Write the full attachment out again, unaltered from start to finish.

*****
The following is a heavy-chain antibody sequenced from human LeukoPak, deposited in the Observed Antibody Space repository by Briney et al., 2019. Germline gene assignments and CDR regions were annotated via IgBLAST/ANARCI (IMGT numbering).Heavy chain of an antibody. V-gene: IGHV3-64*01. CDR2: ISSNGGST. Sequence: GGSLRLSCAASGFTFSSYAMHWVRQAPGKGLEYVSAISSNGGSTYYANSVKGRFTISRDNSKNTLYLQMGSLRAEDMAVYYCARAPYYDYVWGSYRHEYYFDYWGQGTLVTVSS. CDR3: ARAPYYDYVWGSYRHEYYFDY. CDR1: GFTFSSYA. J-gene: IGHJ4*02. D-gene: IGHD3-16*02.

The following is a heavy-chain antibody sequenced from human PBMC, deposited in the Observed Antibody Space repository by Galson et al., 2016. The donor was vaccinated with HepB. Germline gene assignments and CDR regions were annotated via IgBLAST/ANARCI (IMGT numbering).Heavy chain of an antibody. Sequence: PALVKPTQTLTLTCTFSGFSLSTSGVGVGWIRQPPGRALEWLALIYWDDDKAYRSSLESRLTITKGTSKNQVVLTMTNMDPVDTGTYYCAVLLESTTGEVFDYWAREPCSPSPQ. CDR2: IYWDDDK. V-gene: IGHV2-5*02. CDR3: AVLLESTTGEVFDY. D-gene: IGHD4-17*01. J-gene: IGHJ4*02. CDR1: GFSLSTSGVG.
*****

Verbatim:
The following is a heavy-chain antibody sequenced from human LeukoPak, deposited in the Observed Antibody Space repository by Briney et al., 2019. Germline gene assignments and CDR regions were annotated via IgBLAST/ANARCI (IMGT numbering).Heavy chain of an antibody. V-gene: IGHV3-64*01. CDR2: ISSNGGST. Sequence: GGSLRLSCAASGFTFSSYAMHWVRQAPGKGLEYVSAISSNGGSTYYANSVKGRFTISRDNSKNTLYLQMGSLRAEDMAVYYCARAPYYDYVWGSYRHEYYFDYWGQGTLVTVSS. CDR3: ARAPYYDYVWGSYRHEYYFDY. CDR1: GFTFSSYA. J-gene: IGHJ4*02. D-gene: IGHD3-16*02.

The following is a heavy-chain antibody sequenced from human PBMC, deposited in the Observed Antibody Space repository by Galson et al., 2016. The donor was vaccinated with HepB. Germline gene assignments and CDR regions were annotated via IgBLAST/ANARCI (IMGT numbering).Heavy chain of an antibody. Sequence: PALVKPTQTLTLTCTFSGFSLSTSGVGVGWIRQPPGRALEWLALIYWDDDKAYRSSLESRLTITKGTSKNQVVLTMTNMDPVDTGTYYCAVLLESTTGEVFDYWAREPCSPSPQ. CDR2: IYWDDDK. V-gene: IGHV2-5*02. CDR3: AVLLESTTGEVFDY. D-gene: IGHD4-17*01. J-gene: IGHJ4*02. CDR1: GFSLSTSGVG.